"With great power comes great mental illness," a Jessica Jones character says as he tries to explain how his fear-based abilities have changed him. This is the core of the Marvel show's second season, and the first five episodes drive this pointed, revisionist theory of superheroism home. At a moment when the national conversation about shootings ping-pongs between "mental illness" and a fantasy about "a good guy with a gun," Jessica Jones wonders whether that fantasy isn't actually the illness, and what that might mean.
Sophomore seasons are tricky, and Jessica Jones took almost three years to produce a second season with Krysten Ritter's crusty, alcoholic heroine whose unwanted super-strength has messed her up, possibly beyond repair. Some early reviewers have found the season lacking; they miss the suspense David Tennant's Kilgrave — a formidable villain whose ability to control minds turned the season into a brain-bending exploration of consent — undeniably supplied.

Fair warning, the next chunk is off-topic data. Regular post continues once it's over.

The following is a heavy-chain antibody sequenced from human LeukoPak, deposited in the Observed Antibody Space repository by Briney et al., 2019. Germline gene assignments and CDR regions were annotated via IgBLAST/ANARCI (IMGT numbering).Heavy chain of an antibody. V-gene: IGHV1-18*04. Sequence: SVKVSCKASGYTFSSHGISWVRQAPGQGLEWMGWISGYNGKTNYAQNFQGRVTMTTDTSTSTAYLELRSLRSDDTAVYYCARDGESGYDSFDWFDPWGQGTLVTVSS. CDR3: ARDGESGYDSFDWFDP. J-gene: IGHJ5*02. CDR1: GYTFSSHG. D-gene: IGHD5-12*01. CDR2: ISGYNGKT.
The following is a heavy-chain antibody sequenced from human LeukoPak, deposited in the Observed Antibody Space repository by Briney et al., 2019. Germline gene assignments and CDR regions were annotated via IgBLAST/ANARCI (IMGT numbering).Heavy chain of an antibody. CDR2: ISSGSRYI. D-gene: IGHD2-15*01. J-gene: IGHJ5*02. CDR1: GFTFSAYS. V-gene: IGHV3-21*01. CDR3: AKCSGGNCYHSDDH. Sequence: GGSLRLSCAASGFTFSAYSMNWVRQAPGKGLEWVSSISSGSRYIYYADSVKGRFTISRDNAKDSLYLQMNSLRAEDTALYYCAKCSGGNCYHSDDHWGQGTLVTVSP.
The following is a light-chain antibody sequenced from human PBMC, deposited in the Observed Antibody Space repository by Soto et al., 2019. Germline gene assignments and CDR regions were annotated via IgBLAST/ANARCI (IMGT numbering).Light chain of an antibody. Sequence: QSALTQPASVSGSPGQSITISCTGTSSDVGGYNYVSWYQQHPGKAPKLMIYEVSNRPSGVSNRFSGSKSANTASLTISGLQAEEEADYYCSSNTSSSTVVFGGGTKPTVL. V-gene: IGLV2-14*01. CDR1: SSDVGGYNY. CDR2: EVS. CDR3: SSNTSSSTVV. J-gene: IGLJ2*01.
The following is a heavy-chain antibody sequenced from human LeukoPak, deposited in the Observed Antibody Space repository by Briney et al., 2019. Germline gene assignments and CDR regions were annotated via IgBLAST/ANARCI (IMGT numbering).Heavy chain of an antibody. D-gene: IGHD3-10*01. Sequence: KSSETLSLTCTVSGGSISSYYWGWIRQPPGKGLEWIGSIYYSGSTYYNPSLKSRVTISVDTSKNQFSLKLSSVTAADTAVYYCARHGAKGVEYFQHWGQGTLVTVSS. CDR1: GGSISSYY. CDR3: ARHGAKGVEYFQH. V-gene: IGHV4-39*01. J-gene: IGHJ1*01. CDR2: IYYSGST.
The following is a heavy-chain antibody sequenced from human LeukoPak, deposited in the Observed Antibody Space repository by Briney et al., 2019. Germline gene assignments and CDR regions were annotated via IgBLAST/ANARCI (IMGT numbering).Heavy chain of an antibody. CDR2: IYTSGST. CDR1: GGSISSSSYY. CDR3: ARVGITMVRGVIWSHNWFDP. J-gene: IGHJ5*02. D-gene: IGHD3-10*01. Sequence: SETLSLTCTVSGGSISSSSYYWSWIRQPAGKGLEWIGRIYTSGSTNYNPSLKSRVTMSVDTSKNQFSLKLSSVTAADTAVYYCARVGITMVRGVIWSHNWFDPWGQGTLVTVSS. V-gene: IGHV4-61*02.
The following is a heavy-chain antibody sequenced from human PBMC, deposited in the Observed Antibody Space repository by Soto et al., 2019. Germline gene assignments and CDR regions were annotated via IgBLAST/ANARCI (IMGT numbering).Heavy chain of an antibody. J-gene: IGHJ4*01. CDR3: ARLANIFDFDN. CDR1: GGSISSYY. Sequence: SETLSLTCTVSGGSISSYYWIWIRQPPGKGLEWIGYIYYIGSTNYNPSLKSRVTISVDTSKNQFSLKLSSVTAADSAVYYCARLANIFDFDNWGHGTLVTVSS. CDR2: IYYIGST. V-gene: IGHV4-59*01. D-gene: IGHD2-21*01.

I understand that criticism; Tennant was great, and the bizarre pleasure of watching Jessica Jones smile — because she was being controlled — was a brilliant way to make us confront the way women are asked to perform emotions they don't feel for other people's enjoyment. There's no question that the first five episodes of this season of Jones are slower and less focused. But I might like them even more, partly because it takes so long for an antagonist to emerge, which means that Jones' constitutive rage has nowhere to go. Absent an enemy, the show turns inward and starts chewing itself up. It's fascinating.
To state the obvious: A superhero needs a worthy antagonist to have meaning and purpose. Without bad guys, the good guy lacks an outlet that connects his virtue to violence. What happens then? And what happens when the good guy isn't a good guy at all, but a girl, and one so conflicted about her own actions that she can't call herself "good"? What happens, in short, when the powers certain people develop in response to the violence inflicted upon them are no longer needed?
It's a problem familiar to those who return from war zones: Channeling anger into the destruction of an enemy is a skill that doesn't get much exercise in the regular world. One finds oneself psychically ill-equipped to deal with ordinary problems, alienated from everything that seems normal.